Release Date: Oct 21, 2014
Record label: BFI
Genre(s): Pop/Rock, Hard Rock
Long held as a guilty pleasure for some, Billy Idol’s new long-player should be a sharp reminder to everyone else of his existence. Like The Cult, Idol mined a rich seam of direct rock that won him a worldwide audience in the 80s, and this LP – his first in 10 years – is good enough to see him fill stadiums again. Produced by Trevor Horn, it’s a widescreen affair with power, panache, great melodies and compulsive hooks; it goes for the jugular from the off.
Decades after emerging as the "Sneer of the Year," Billy Idol's face seems to have gotten stuck that way. On the singer's first album in nearly 10 years, he's still brooding on the schmaltzy "Ghosts in My Guitar" and on the title track, an autobiographical mini rock opera. He even manages to re-create the UFO synth line from "Rebel Yell" on "Postcards From the Past." So much intensity can be unnerving coming from a man in his late fifties – but Idol makes up for it on the carefree "Can't Break Me Down," a punky pop tune with a "bang bang bang" chorus catchier than anything Fall Out Boy have written lately.
Introspection never has been required from Billy Idol or even desired; he designed his stardom not to bother with such messiness as recognizable human emotions. Nevertheless, a veteran rocker with nearly four decades of experience behind him only has so many cards left to play, so it does makes sense that Idol devoted 2014 to a double-barrel blast of autobiography: a memoir naturally called Dancing with Myself paired with an album called Kings & Queens of the Underground. Confessions are bellowed throughout Kings & Queens but it never feels like they've been pushed to the forefront, not with Trevor Horn's production creating a glassy arena rock cocoon.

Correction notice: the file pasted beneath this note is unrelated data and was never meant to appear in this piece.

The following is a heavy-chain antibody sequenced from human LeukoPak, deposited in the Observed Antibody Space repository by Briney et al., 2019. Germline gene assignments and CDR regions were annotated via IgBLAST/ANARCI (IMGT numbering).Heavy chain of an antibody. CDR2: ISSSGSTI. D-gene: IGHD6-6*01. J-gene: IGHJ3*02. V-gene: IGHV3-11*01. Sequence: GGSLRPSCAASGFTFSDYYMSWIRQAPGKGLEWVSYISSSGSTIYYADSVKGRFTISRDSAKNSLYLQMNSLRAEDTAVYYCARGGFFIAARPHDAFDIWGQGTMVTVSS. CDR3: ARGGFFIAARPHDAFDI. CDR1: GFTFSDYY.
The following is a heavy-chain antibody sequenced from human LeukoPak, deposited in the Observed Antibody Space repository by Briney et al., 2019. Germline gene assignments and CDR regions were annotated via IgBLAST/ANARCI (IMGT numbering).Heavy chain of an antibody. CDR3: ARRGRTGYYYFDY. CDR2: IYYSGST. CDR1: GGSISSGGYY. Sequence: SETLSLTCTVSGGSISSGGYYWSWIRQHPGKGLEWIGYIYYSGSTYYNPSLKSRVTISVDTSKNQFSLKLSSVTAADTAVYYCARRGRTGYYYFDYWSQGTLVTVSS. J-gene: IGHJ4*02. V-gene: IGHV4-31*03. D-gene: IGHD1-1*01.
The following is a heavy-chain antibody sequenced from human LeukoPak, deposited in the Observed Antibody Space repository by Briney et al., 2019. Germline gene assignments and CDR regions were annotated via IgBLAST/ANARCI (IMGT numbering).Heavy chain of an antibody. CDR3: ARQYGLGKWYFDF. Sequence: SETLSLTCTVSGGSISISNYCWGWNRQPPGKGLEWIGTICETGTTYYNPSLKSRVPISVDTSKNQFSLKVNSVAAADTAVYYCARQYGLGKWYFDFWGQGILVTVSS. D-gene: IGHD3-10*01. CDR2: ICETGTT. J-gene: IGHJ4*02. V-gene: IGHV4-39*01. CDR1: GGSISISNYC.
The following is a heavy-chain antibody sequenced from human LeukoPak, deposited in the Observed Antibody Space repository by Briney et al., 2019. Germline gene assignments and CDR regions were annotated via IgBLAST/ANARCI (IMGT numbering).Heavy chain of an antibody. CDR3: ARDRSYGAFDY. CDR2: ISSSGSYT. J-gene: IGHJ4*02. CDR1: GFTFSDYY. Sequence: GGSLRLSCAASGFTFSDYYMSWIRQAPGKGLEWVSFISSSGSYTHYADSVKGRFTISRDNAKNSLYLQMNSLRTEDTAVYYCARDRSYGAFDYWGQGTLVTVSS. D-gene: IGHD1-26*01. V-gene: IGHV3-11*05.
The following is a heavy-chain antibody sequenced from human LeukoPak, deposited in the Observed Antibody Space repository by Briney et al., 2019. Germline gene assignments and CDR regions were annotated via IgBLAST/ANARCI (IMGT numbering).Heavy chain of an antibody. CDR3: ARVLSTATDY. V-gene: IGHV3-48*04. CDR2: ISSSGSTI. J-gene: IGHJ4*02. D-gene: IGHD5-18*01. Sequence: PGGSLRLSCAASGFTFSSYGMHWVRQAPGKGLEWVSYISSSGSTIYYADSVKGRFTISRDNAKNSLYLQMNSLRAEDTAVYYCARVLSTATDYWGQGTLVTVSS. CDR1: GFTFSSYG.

Billy Idol’s recent autobiography, Dancing With Myself, candidly traces his trajectory from Bromley punk pin-up to excess-all-areas 80s stadium rocker. Having swapped pills for Pilates, his first album in eight years attempts the difficult passage from lovably ludicrous rocker to confessional crooner. Now 60, Idol’s rebel yell might be more restrained – and occasionally is actively straining – these days, but he sounds convincingly wistful on the slow, brooding likes of Ghosts in My Guitars.
His first record since an ill-judged 2006 Christmas covers album, Kings & Queens finds Billy Idol attempting to rekindle his mid-80s, sneering-MTV-fixture glory days. To that end, he ropes in Trevor Horn on production duties, but this collection of “edgy” rock numbers (Postcards from the Past, in particular, sounds like a pastiche of his biggest hits) and dreary ballads is a turkey of epic proportions. At least it’s entertaining, though: the autobiographical title track showcases some of the clumsiest lyrics since the Cranberries’ demise (“1984, and Rebel Yell had the floor/All we said was, ‘More, more, more’”) and his hammy scream on Eyes Wide Shut is straight out of an Ed Wood production.
There isn’t any getting away from it. 1977 was a cultural watershed year for music and, now approaching four decades on from the first appearances of the Sex Pistols, Clash, the Slits, Siouxsie & The Banshees and a host of other less well remembered bands, the whole UK punk thing remains spoken of as if it were the actual end of music history, with everyone that attempted to play music after that date somehow overshadowed by the noise and shock tactics of that first wave of London bands. Four decades on, one of that scene’s most enduring performers and arguably its biggest actual star has a new album, tour and biography on sale and while he may not figure so largely in the hipster stakes, the former Generation X frontman is here to tell us that, now in his late 50s, he hasn’t changed a bit.
Remember when a sneering, spiky-haired Billy Idol was all the rage, throwing a fingerless glove-clad fist in the air with a rebel yell? Idol does, and on his first album in nearly a decade, “Kings & Queens of the Underground,” he wants to reminisce. (Presumably he plows similar ground in his new memoir, naturally titled “Dancing With Myself.”) The 11-track collection looks back through the mist of the “Eyes Without a Face” video to reflect on when Idol was the toast of MTV, the good times, bad times, and self-medication. There are perfectly acceptable, arena rock-style tracks, a groovy electro-rocker, and one sneering, punkish jam.